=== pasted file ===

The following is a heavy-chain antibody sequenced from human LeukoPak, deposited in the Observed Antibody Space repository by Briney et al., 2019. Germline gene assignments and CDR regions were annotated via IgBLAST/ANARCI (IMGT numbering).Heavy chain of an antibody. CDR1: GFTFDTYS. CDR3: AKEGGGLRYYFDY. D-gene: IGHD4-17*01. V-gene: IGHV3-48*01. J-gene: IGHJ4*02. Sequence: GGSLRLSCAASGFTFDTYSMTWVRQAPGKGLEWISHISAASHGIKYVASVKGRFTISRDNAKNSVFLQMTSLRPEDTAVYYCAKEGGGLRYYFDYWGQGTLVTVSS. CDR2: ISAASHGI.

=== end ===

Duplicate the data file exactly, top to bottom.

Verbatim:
The following is a heavy-chain antibody sequenced from human LeukoPak, deposited in the Observed Antibody Space repository by Briney et al., 2019. Germline gene assignments and CDR regions were annotated via IgBLAST/ANARCI (IMGT numbering).Heavy chain of an antibody. CDR1: GFTFDTYS. CDR3: AKEGGGLRYYFDY. D-gene: IGHD4-17*01. V-gene: IGHV3-48*01. J-gene: IGHJ4*02. Sequence: GGSLRLSCAASGFTFDTYSMTWVRQAPGKGLEWISHISAASHGIKYVASVKGRFTISRDNAKNSVFLQMTSLRPEDTAVYYCAKEGGGLRYYFDYWGQGTLVTVSS. CDR2: ISAASHGI.